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Some Times

Harry Guest

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This title is available for academic inspection (paperback only).
Paperback
ISBN: 978 0 856464 25 6
Imprint: Anvil Press Poetry
Published: November 2010
216 x 138 x 10 mm
104 pages
Publisher: Carcanet Press
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    Thom Gunn 1929–2004

    We last met outside Charing Cross by chance,
    your cowboy boots contrasting with my own
    scuffed suèdes. Cambridge post-war seemed far away
    (Dadie v. Leavis, Chequer, tea with Karl)
    though oddly less so later when the oracles
    deigned to reveal their flip-side.
                                                                       With dismay
    I came to learn how, on that boring Coast,
    you had succumbed to drug-abuse – for that
    diminishes a man and you had stood
    (in lofty footwear) for the classic values
    of rigour, dedication to the task,
    a legacy adapted early on
    from Wyatt’s masculine diplomacy.
    You wrote of sex too as if Attic warriors
    just tussled playfully – but never shirked
    gauging the chill of anonymity till fear
    brought out imaginary beads of venom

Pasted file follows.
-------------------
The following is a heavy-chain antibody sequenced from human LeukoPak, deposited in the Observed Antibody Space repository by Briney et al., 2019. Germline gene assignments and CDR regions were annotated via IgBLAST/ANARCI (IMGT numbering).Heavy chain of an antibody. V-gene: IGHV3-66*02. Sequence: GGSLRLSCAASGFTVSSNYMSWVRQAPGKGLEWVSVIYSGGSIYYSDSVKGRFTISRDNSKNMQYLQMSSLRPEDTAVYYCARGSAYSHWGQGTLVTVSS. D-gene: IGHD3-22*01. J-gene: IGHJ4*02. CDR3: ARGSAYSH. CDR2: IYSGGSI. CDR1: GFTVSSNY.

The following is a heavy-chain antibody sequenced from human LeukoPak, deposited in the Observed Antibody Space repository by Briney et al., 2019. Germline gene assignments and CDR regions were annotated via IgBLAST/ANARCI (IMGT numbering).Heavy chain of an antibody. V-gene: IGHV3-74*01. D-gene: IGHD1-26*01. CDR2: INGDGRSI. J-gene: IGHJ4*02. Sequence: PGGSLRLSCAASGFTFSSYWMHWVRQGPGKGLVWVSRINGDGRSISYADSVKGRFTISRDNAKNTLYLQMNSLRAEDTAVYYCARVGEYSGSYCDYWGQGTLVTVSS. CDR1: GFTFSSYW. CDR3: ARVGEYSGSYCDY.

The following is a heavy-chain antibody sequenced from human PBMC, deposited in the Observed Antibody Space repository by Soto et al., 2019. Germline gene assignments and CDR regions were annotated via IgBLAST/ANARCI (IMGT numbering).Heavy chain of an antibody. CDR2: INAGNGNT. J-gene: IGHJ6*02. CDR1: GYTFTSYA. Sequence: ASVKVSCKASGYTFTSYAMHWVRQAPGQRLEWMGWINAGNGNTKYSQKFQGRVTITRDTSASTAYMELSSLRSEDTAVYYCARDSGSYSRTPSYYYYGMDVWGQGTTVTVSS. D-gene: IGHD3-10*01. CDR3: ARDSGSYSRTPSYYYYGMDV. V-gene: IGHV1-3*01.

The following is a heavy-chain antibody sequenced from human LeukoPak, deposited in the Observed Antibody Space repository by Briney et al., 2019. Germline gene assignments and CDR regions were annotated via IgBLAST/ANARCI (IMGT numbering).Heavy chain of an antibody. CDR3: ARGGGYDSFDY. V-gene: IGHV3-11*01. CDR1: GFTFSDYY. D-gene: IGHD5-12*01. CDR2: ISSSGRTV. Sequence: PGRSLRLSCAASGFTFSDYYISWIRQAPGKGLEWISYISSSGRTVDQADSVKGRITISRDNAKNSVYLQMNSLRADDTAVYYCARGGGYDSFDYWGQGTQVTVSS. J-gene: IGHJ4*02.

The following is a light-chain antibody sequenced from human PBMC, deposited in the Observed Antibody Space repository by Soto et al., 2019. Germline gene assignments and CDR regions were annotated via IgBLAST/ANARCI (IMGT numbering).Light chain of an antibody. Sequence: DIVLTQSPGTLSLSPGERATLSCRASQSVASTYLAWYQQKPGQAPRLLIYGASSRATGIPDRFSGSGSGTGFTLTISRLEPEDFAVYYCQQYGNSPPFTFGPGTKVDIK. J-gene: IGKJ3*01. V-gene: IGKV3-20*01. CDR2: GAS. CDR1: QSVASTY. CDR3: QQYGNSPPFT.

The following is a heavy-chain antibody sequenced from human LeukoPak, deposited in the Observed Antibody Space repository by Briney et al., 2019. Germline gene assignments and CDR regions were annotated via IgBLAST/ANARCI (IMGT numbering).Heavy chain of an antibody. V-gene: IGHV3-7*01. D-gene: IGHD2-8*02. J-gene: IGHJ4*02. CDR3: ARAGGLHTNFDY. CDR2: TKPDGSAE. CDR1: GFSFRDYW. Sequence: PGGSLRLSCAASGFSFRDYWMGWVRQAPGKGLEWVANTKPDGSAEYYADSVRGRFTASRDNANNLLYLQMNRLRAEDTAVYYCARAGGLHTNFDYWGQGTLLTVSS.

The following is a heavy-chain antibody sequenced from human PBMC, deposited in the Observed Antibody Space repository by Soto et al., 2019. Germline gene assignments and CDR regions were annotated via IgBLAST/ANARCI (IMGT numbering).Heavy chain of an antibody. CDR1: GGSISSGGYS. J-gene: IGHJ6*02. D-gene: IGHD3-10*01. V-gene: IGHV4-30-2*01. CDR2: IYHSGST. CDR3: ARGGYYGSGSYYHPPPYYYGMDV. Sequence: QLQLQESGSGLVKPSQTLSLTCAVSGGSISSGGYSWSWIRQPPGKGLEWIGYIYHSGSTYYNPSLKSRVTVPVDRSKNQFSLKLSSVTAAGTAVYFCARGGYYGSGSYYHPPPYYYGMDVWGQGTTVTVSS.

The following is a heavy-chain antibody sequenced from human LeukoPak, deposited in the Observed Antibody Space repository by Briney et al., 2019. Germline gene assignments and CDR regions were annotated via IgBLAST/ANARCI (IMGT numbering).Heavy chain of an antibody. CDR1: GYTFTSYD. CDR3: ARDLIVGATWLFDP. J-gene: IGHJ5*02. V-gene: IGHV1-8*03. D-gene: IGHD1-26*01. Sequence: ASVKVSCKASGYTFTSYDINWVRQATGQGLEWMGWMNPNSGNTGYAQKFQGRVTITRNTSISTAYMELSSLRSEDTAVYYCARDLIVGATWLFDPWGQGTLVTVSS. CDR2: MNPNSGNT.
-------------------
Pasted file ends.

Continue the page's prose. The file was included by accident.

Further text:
in the small hours.
                                            You stay in memory
    as generous and unaffected, your talk
    glinting with merriment, your work
    inventive, knotty, scrupulous.
                                                                   It’s hard
    to feel you’re gone like Hughes, like Redgrove. Since
    the Fifties you were always there. At least
    each poem wryly wrought will carry on
    flexing its sinews for us when we scan.
    I know you know we know how good they are.

    Memory, including the tricks it plays, is this book’s overriding theme. The poems seek to revive happy, confusing, sad and celebratory times over more than half a century, from affairs in distant youth to the credit crunch. They recall friends now beyond known life, misinterpretations giving rise to comedy, epiphanies like a newborn calf or the shock of a painting, and hours dedicated to translation or literary experiments. The book, which also includes translations of some favourite modern poems, tries to come to terms with time itself.
     

    Harry Guest was born in Penarth, Wales in 1932. He read Modern Languages at Cambridge before beginning a career as a teacher in schools and universities in Japan and England. He edited and translated Penguin’s Post-War Japanese Poetry (1972). Recent books include a novel Lost Pictures and Traveller’s Literary Companion to ... read more
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